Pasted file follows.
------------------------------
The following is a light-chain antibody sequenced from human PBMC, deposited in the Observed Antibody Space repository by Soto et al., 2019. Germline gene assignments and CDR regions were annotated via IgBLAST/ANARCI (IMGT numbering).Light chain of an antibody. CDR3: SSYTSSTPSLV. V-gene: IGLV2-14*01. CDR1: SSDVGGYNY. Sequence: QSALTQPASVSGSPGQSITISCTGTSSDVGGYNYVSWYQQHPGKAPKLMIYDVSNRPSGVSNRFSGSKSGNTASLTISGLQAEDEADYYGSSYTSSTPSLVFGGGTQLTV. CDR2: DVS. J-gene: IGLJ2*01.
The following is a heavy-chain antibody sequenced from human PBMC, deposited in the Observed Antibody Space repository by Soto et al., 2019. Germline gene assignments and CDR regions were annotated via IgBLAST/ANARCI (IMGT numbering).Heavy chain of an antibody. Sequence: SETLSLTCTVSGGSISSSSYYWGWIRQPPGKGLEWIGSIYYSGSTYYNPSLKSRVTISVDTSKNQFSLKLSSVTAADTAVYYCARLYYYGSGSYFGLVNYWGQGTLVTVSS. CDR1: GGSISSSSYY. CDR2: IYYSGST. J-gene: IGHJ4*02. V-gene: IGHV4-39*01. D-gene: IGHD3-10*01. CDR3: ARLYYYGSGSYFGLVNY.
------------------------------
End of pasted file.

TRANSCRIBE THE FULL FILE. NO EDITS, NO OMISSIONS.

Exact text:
The following is a light-chain antibody sequenced from human PBMC, deposited in the Observed Antibody Space repository by Soto et al., 2019. Germline gene assignments and CDR regions were annotated via IgBLAST/ANARCI (IMGT numbering).Light chain of an antibody. CDR3: SSYTSSTPSLV. V-gene: IGLV2-14*01. CDR1: SSDVGGYNY. Sequence: QSALTQPASVSGSPGQSITISCTGTSSDVGGYNYVSWYQQHPGKAPKLMIYDVSNRPSGVSNRFSGSKSGNTASLTISGLQAEDEADYYGSSYTSSTPSLVFGGGTQLTV. CDR2: DVS. J-gene: IGLJ2*01.
The following is a heavy-chain antibody sequenced from human PBMC, deposited in the Observed Antibody Space repository by Soto et al., 2019. Germline gene assignments and CDR regions were annotated via IgBLAST/ANARCI (IMGT numbering).Heavy chain of an antibody. Sequence: SETLSLTCTVSGGSISSSSYYWGWIRQPPGKGLEWIGSIYYSGSTYYNPSLKSRVTISVDTSKNQFSLKLSSVTAADTAVYYCARLYYYGSGSYFGLVNYWGQGTLVTVSS. CDR1: GGSISSSSYY. CDR2: IYYSGST. J-gene: IGHJ4*02. V-gene: IGHV4-39*01. D-gene: IGHD3-10*01. CDR3: ARLYYYGSGSYFGLVNY.